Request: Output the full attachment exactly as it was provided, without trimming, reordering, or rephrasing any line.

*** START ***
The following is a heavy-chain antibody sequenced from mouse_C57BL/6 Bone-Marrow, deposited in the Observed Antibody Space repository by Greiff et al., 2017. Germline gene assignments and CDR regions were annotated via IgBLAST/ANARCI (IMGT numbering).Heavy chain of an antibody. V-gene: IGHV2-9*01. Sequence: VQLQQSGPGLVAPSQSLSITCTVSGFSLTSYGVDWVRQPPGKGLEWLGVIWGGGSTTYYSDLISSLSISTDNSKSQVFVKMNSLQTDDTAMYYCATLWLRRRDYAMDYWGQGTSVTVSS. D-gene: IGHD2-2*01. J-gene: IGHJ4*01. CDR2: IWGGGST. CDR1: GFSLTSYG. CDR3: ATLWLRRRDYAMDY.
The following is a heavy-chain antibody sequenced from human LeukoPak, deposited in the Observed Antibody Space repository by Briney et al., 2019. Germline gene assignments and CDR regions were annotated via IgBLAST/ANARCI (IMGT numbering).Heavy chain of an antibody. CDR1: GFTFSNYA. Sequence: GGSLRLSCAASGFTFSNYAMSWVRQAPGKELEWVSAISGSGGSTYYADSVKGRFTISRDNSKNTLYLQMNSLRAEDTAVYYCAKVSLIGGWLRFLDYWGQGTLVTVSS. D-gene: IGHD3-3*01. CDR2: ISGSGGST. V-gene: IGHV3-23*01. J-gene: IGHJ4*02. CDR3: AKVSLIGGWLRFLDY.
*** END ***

The following is a heavy-chain antibody sequenced from mouse_C57BL/6 Bone-Marrow, deposited in the Observed Antibody Space repository by Greiff et al., 2017. Germline gene assignments and CDR regions were annotated via IgBLAST/ANARCI (IMGT numbering).Heavy chain of an antibody. V-gene: IGHV2-9*01. Sequence: VQLQQSGPGLVAPSQSLSITCTVSGFSLTSYGVDWVRQPPGKGLEWLGVIWGGGSTTYYSDLISSLSISTDNSKSQVFVKMNSLQTDDTAMYYCATLWLRRRDYAMDYWGQGTSVTVSS. D-gene: IGHD2-2*01. J-gene: IGHJ4*01. CDR2: IWGGGST. CDR1: GFSLTSYG. CDR3: ATLWLRRRDYAMDY.
The following is a heavy-chain antibody sequenced from human LeukoPak, deposited in the Observed Antibody Space repository by Briney et al., 2019. Germline gene assignments and CDR regions were annotated via IgBLAST/ANARCI (IMGT numbering).Heavy chain of an antibody. CDR1: GFTFSNYA. Sequence: GGSLRLSCAASGFTFSNYAMSWVRQAPGKELEWVSAISGSGGSTYYADSVKGRFTISRDNSKNTLYLQMNSLRAEDTAVYYCAKVSLIGGWLRFLDYWGQGTLVTVSS. D-gene: IGHD3-3*01. CDR2: ISGSGGST. V-gene: IGHV3-23*01. J-gene: IGHJ4*02. CDR3: AKVSLIGGWLRFLDY.